This course is designed around the question “What do we owe to each other?” We will use a range of interdisciplinary lenses to examine the moral challenges and dilemmas which accompany community life. Students will learn to apply the tools of ethical theory to their examination of topics including climate change, racism, economic inequality, and more. Over the course of the semester, students will be challenged to dig into the ethical implications of social decisions made at individual and collective levels. As an inside-out course, which brings together a cohort of MIT students and a cohort of incarcerated students, the class itself will serve as a model for community. Students will be expected to actively examine the dynamics of their own classroom relationships. What do we learn by moving through the barrier between incarceration and broader society? What, perhaps above all, do our social positions in relation to our classmates teach us about the responsibilities of community life?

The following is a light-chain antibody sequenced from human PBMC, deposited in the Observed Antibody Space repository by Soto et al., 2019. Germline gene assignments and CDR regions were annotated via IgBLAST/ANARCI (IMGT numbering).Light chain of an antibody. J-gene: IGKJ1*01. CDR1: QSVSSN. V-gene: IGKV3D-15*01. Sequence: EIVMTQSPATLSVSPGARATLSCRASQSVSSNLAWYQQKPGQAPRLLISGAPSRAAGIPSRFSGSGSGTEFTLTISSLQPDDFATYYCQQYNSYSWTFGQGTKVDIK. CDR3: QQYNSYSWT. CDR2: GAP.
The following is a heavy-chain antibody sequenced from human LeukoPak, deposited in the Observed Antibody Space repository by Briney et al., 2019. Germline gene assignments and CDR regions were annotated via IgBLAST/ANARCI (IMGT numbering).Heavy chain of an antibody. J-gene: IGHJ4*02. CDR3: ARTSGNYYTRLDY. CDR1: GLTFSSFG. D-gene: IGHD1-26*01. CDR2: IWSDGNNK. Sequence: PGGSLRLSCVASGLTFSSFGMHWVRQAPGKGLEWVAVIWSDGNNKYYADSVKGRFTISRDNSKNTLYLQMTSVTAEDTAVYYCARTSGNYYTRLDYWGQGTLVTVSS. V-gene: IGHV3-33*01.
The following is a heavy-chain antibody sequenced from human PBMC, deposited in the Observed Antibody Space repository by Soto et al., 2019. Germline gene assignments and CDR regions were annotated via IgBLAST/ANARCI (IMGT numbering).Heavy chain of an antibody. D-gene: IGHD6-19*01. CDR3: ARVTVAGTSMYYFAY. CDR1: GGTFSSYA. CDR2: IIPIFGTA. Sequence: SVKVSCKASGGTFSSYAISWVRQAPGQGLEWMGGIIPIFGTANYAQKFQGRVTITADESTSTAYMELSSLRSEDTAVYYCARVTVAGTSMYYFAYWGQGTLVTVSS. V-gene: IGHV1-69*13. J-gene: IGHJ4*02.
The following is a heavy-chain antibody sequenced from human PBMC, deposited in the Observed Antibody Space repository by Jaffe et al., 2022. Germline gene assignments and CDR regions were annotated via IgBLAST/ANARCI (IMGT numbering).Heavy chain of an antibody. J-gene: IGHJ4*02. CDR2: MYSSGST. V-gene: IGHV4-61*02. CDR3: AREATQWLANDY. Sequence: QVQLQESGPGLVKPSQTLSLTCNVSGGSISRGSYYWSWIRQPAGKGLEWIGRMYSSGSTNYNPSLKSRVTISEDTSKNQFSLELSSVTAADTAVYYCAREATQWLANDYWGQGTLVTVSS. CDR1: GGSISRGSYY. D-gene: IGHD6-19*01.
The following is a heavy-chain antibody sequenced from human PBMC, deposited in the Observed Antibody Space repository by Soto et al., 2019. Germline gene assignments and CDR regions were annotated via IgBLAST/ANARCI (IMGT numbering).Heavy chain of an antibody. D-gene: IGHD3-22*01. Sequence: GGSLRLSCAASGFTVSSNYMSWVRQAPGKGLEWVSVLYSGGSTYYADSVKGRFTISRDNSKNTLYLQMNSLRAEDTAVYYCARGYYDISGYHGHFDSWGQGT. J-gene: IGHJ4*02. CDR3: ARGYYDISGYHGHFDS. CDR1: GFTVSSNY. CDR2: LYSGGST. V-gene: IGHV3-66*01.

The course will be held in a minimum-security prison facility, the Boston Pre-Release Center in Roslindale, MA. MIT students will travel to the facility together and should plan to be away from campus from 5pm to 9pm. Limited to 10 MIT students and 10 School of Re-entry students.
Offered with the Educational Jusitice Initiative (ESG. S91 at the Boston Pre-Release Center, Mondays 6:00-8:00pm)
Led by Shannon Schmidt (Prison Educator) and Thea Keith-Lucas (Radius Coordinator)